pAP [OP] ==========

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    Ok. Sounds good. I am leaning towards the single 4'. I don't want to mount it right behind the cab though because I don't want the antenna wacking the cab when a branch grabs it. I will be mounting it on the center bar. I would think the cb would get a better signal there a well.

    Thank you!
     
  6. Feb 29, 2012 at 12:43 PM
    #6
    kd8bao

    kd8bao Well-Known Member

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    Single with a good ground. If your gonna do it over the open space you might wanna look for an antenna with radials at the base. They are a series of wires that simulate the roof or metal surface that the antenna uses to direct and reflect the signal.

    This one is from Wilson electronics.

    ImageUploadedByTapatalk1330547968.825200.jpg

    The problem with running dual antennas with both hooked up is you polarize the signal. Which means dual whips behind can will radiate the signal to your sides, for argument sake probably 80:20. Like 800' sideways and 200' front to back. That is why a single with a good ground plane is preferred.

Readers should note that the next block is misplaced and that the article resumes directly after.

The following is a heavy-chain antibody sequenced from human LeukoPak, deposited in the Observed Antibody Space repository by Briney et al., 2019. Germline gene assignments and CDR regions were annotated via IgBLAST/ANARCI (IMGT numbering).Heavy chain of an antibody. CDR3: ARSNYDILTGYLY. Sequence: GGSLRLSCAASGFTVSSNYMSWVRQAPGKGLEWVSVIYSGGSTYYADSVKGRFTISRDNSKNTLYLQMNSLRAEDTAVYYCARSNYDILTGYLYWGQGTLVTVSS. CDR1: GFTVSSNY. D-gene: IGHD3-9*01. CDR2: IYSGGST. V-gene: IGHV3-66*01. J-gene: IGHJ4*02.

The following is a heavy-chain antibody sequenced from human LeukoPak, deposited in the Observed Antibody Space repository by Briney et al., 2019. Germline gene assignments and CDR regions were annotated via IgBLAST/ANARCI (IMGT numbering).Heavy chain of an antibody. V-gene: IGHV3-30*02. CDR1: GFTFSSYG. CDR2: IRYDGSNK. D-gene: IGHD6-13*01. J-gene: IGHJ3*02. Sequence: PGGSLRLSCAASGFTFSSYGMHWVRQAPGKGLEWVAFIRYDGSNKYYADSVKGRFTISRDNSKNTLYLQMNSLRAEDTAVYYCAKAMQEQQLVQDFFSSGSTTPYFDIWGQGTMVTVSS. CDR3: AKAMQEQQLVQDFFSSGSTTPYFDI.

7. Feb 29, 2012 at 12:45 PM
    #7
    45acp

    45acp Paint me back in Wyoming again...

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  8. Feb 29, 2012 at 12:47 PM
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    PrezidentRedz

    PrezidentRedz Uncivilized Creations Prez

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    Just get the 9' Stainless still whip... best 1/4wave antenna out there. and it only cost 25$
     
  9. Feb 29, 2012 at 12:54 PM
    #9
    pAP

    pAP [OP] ==========

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    Thanks for the helpful info. I will go with the single 4' antenna.
     
  10. Mar 1, 2012 at 12:41 AM
    #10
    01TacoBuz

    01TacoBuz Well-Known Member

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    I was into Cb radios for many years until about 10 years ago I decided to get into ham radio

    Any question/questions unanswered, I will do my best to help if I can, just pm me if need be